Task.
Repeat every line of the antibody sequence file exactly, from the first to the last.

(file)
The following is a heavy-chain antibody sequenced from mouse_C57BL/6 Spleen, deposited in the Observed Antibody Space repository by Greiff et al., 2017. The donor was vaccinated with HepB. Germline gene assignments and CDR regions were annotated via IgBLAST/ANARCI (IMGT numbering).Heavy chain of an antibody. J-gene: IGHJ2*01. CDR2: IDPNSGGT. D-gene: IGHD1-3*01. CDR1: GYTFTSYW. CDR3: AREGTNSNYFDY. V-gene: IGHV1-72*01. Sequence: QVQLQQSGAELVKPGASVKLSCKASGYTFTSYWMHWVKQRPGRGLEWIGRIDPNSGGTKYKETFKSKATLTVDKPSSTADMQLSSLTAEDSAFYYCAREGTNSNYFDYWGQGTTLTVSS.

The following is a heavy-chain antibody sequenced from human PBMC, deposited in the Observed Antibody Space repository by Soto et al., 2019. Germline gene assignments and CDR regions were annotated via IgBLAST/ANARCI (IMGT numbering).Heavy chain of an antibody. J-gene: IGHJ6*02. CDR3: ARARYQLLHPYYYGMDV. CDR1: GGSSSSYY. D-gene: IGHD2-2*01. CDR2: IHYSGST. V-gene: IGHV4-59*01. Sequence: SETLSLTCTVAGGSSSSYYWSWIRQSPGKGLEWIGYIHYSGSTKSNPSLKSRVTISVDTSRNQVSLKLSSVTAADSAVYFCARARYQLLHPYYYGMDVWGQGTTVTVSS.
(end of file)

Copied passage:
The following is a heavy-chain antibody sequenced from mouse_C57BL/6 Spleen, deposited in the Observed Antibody Space repository by Greiff et al., 2017. The donor was vaccinated with HepB. Germline gene assignments and CDR regions were annotated via IgBLAST/ANARCI (IMGT numbering).Heavy chain of an antibody. J-gene: IGHJ2*01. CDR2: IDPNSGGT. D-gene: IGHD1-3*01. CDR1: GYTFTSYW. CDR3: AREGTNSNYFDY. V-gene: IGHV1-72*01. Sequence: QVQLQQSGAELVKPGASVKLSCKASGYTFTSYWMHWVKQRPGRGLEWIGRIDPNSGGTKYKETFKSKATLTVDKPSSTADMQLSSLTAEDSAFYYCAREGTNSNYFDYWGQGTTLTVSS.

The following is a heavy-chain antibody sequenced from human PBMC, deposited in the Observed Antibody Space repository by Soto et al., 2019. Germline gene assignments and CDR regions were annotated via IgBLAST/ANARCI (IMGT numbering).Heavy chain of an antibody. J-gene: IGHJ6*02. CDR3: ARARYQLLHPYYYGMDV. CDR1: GGSSSSYY. D-gene: IGHD2-2*01. CDR2: IHYSGST. V-gene: IGHV4-59*01. Sequence: SETLSLTCTVAGGSSSSYYWSWIRQSPGKGLEWIGYIHYSGSTKSNPSLKSRVTISVDTSRNQVSLKLSSVTAADSAVYFCARARYQLLHPYYYGMDVWGQGTTVTVSS.